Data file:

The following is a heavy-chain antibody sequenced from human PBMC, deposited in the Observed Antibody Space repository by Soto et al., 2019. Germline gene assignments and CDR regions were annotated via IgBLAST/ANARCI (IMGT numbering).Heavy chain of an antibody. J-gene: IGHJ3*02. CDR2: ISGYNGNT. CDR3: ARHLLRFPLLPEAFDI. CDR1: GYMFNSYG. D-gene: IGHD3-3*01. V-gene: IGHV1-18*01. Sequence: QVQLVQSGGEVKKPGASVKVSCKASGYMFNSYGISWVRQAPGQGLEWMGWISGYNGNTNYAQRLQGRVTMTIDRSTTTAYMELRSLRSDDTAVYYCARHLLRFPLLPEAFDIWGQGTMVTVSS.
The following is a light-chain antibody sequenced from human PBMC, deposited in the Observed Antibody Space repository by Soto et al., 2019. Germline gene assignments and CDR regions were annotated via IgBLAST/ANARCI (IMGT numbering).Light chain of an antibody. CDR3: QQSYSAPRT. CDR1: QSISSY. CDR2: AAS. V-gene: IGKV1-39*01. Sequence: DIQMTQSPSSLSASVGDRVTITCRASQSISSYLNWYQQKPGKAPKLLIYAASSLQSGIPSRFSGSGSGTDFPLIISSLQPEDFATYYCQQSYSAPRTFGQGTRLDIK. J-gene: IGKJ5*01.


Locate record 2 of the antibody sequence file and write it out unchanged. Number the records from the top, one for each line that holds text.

The following is a light-chain antibody sequenced from human PBMC, deposited in the Observed Antibody Space repository by Soto et al., 2019. Germline gene assignments and CDR regions were annotated via IgBLAST/ANARCI (IMGT numbering).Light chain of an antibody. CDR3: QQSYSAPRT. CDR1: QSISSY. CDR2: AAS. V-gene: IGKV1-39*01. Sequence: DIQMTQSPSSLSASVGDRVTITCRASQSISSYLNWYQQKPGKAPKLLIYAASSLQSGIPSRFSGSGSGTDFPLIISSLQPEDFATYYCQQSYSAPRTFGQGTRLDIK. J-gene: IGKJ5*01.